8 hints to prepare food safely

Food is our body’s main fuel. On one hand, if we give it what it needs, it will heal itself, but on the other hand, if we don’t pay attention to different signals, we might be slowly poisoning ourselves.

Here are 8 hints that will help you prepare food safely, both in the comfort of your own kitchen, but also if you’re out in the wilds. Just follow these simple steps, and your food will be blessing for your body.

#1. Wash your handswashinghands

More than ever, our hands are full of bacteria and germs that we would want anywhere, but on our plates. Washing your hands with warm water (and soap, if available) for at least 20 seconds before and after handling raw food is enough to prevent any contamination pre- or post-cooking.

 

 

#2. Know how to pick your ingredients

When it comes to choosing the raw foodsFresh Foods_0 you will later cook, there are a few aspects you might want to take into consideration:

  1. Fruits and vegetables should be fresh (or frozen), without any weird-colored spots. That guarantees you the highest quantity of nutrients, but it also helps you avoid buying rotten products.
  2. They should have no signs of damage, as germs and bacteria can enter through the bruise and contaminate the fruit
  3. Meat, poultry and fish should also be fresh. If you sense any weird color or smell coming from the packaging, don’t buy it!
  4. When buying eggs, make sure their shell is clean and compact, with no cracks in it.
  5. If you use canned foods, make sure you avoid any rusty or teared can. Aim for the ermetic closed ones, with no leaks.

#3. Clean, separate, cook, chillFoodSafety_Poster-1-360x447

These are the 4 rules when it comes to actual food prepping:

Clean – sanitize often the surfaces and tools you’re using, but also your hands.

Separate – meaning avoid cross-contamination. Use different tools for meat and vegetables, as well as for any source of raw protein (egg yolk or egg white, meat). For instance, if you placed an egg yolk in a cup, wash it with warm water and dish drops before reuse.

Cook – use the right temperature. And this applies especially to meat, as temperature is the key factor in killing the germs, bacteria and other possible threats.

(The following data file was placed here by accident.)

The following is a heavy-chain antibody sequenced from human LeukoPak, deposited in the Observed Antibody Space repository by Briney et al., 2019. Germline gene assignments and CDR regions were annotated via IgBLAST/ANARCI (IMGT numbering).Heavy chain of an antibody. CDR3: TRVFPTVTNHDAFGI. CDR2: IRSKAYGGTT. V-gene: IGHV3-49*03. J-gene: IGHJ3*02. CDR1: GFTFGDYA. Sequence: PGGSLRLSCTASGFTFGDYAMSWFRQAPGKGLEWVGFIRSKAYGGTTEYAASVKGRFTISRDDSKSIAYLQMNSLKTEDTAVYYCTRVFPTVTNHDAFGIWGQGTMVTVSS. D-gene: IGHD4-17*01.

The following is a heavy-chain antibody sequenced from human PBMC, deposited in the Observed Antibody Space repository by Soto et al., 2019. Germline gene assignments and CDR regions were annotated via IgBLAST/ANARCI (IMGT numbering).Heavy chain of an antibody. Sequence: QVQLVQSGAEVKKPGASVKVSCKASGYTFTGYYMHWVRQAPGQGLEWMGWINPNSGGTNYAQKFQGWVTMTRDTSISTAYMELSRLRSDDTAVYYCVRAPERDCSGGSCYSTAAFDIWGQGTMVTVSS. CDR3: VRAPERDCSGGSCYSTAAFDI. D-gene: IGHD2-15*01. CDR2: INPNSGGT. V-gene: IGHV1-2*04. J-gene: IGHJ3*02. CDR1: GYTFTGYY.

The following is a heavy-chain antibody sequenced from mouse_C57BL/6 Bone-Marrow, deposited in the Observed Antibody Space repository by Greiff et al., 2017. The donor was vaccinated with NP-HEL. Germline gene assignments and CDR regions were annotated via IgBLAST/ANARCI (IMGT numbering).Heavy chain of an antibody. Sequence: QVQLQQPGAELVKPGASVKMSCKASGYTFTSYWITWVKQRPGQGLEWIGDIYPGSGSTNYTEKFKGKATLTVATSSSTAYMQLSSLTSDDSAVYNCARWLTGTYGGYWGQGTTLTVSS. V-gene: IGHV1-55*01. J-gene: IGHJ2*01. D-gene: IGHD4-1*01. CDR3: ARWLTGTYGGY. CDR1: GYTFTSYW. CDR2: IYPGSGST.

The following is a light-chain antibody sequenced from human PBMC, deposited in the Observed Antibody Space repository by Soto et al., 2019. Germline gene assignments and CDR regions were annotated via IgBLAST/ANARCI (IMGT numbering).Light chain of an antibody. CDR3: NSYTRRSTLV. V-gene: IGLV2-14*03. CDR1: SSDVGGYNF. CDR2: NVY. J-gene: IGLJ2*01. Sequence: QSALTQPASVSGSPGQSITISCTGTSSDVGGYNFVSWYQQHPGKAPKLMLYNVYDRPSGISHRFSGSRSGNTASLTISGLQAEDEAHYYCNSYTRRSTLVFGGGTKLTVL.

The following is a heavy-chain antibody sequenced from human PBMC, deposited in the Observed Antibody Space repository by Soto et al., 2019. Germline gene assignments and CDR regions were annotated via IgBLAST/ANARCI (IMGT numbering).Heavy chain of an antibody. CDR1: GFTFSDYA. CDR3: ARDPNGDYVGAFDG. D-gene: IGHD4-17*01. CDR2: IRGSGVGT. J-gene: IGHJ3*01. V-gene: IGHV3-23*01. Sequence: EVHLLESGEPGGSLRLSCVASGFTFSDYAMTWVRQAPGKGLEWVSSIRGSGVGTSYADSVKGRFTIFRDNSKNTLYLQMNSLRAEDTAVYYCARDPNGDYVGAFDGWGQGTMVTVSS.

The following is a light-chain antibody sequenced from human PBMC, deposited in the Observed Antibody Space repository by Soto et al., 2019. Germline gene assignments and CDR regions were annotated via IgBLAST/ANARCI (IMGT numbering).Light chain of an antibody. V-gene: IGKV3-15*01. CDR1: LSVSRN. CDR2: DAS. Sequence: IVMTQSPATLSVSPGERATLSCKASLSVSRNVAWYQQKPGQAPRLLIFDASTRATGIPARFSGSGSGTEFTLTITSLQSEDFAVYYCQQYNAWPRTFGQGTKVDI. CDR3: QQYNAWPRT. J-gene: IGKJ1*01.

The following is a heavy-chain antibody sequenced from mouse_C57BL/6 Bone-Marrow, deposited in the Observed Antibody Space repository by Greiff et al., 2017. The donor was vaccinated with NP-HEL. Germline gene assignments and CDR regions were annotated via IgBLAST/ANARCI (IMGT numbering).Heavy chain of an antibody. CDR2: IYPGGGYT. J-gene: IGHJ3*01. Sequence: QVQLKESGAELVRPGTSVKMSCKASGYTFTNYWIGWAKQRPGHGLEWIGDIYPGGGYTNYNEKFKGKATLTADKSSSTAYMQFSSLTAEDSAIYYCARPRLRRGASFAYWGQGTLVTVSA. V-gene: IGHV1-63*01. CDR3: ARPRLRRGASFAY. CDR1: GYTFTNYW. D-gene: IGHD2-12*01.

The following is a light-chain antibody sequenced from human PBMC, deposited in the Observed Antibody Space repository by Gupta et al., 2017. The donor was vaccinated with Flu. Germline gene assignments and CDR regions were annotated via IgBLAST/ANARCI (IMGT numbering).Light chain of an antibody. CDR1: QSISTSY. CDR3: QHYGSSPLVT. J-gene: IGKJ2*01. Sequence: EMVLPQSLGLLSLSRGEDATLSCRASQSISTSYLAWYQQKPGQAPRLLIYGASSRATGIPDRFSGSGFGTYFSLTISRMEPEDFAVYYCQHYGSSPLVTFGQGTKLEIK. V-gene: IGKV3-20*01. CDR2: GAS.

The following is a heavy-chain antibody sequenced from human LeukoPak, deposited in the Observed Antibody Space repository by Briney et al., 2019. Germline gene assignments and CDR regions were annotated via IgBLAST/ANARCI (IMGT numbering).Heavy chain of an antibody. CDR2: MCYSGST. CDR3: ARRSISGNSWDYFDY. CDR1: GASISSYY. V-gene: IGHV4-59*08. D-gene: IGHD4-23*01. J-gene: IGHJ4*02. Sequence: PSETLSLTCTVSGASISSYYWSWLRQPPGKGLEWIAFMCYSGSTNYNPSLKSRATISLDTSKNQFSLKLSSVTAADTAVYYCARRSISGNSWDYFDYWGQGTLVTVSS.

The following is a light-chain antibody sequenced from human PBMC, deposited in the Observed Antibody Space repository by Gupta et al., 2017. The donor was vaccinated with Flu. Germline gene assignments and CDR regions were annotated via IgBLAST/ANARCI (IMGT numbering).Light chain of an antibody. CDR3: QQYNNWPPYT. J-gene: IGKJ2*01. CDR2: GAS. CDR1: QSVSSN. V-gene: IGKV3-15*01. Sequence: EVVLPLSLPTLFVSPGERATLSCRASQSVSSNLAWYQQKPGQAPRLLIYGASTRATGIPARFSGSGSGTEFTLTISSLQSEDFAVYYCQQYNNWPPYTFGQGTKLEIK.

While fresh pork, lamb, beef and veal should have an internal temperature of at least 145°F, when ground meat, you should raise it to 160°F. Also, poultry requires a 165°F heat level to be well prepared.

Chill – refrigerate any leftover within 2 hours and consume them in max. 4 days.

#4. Be aware of “the danger zone”

“The danger zone” refers to the maximum time food is safe at room temperature. Do not exceed 120 minutes, or, if outside temperature is 90°F or higher, maximum 60 minutes.

If you’re out in the nature, dig a hole for any leftovers, but make sure you wrap them in a bag, foil or any fabric that will keep them safe.

#5. Sanitize your cooking spaceVinegar_Lemon-Juice_BakingSoda

Vinegar and lemon make a hell of a team when talking about cleaning and sanitizing. Use them in your kitchen, or to clean the cutting boards and knives by the river. They will also prevent rust, if any of your kitchen tools are prone to it.

#6. Don’t wash the meat

Because germs and bacteria that are found in meat react only to high temperatures, washing raw chicken might actually worsen the situation and help cross-contaminating, as it will spread the bacteria to all the surfaces that meat and water contacted.

#7. Wash (and peel) the fruits and vegetables149000346_XS

The botanical counterparts are not as fastidious. The germs are usually found on the skin, and are quickly scared by warm water and a thorough cleansing (without soap or chemicals, which are not edible).

If it feels like it is not enough, just peel the fruit (but use it as a last resort, as many nutrients are also found in the skin)

 

 

#8. Cook the meat thoroughlyAnova-Steak-Guide-Sous-Vide-Photos21-rare-to-well

As long as you pay attention to the 4 golden words, cooking the meat at the right temperature should not be an issue.

Cut it with a knife and check for any pink spots (if there are any, it isn’t well cooked). Also, avoid blood leaks (or any other fluid, for that matter), and try switching it from one side to another every 5 minutes, to ensure a proper degree of cooking.

 

 

 

 

 

What other tricks do you use to prepare food safely? Share your thoughts and leave your message in the comment section below!

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